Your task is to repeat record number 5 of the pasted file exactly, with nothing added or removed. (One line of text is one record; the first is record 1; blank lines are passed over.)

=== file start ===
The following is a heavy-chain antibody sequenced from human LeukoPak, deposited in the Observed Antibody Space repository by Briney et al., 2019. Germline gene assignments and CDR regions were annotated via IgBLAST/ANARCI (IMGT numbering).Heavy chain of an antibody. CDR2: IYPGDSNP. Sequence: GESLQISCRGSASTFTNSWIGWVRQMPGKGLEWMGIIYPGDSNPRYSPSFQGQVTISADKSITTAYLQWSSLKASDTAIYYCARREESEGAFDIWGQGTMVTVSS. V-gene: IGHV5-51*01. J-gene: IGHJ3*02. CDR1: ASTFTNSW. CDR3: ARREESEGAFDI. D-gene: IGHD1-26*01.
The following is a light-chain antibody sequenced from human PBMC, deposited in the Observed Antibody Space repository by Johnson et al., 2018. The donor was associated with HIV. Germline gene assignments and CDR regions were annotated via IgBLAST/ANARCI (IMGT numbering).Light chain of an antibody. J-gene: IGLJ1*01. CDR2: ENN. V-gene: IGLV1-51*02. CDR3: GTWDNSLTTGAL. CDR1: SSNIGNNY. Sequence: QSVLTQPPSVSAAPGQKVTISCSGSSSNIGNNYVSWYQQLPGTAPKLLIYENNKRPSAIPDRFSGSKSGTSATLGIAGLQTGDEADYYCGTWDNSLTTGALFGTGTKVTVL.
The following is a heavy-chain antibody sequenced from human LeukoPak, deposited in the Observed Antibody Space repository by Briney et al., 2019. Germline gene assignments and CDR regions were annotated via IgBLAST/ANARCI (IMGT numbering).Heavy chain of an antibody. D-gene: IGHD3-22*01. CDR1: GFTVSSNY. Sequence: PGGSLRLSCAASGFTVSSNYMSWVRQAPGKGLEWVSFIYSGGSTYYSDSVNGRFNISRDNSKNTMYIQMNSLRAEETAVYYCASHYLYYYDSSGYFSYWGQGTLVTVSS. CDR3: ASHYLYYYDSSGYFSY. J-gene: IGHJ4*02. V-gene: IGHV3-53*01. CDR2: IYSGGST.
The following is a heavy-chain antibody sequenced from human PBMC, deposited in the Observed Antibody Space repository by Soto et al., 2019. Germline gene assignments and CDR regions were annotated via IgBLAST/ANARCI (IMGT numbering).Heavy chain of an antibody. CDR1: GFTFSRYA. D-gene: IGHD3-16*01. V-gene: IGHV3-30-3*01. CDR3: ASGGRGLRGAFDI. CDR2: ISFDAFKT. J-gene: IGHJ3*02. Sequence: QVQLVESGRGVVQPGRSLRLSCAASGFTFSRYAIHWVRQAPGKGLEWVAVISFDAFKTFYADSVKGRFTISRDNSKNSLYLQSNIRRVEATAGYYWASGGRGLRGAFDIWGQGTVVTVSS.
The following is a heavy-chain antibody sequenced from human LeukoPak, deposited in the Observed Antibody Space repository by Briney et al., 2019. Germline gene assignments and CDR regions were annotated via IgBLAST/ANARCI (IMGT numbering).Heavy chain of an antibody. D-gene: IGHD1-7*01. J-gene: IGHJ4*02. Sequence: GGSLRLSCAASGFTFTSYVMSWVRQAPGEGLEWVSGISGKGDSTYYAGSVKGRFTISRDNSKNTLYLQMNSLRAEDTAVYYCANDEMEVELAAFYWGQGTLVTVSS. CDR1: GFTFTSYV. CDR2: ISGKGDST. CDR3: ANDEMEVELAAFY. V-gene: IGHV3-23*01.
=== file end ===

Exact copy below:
The following is a heavy-chain antibody sequenced from human LeukoPak, deposited in the Observed Antibody Space repository by Briney et al., 2019. Germline gene assignments and CDR regions were annotated via IgBLAST/ANARCI (IMGT numbering).Heavy chain of an antibody. D-gene: IGHD1-7*01. J-gene: IGHJ4*02. Sequence: GGSLRLSCAASGFTFTSYVMSWVRQAPGEGLEWVSGISGKGDSTYYAGSVKGRFTISRDNSKNTLYLQMNSLRAEDTAVYYCANDEMEVELAAFYWGQGTLVTVSS. CDR1: GFTFTSYV. CDR2: ISGKGDST. CDR3: ANDEMEVELAAFY. V-gene: IGHV3-23*01.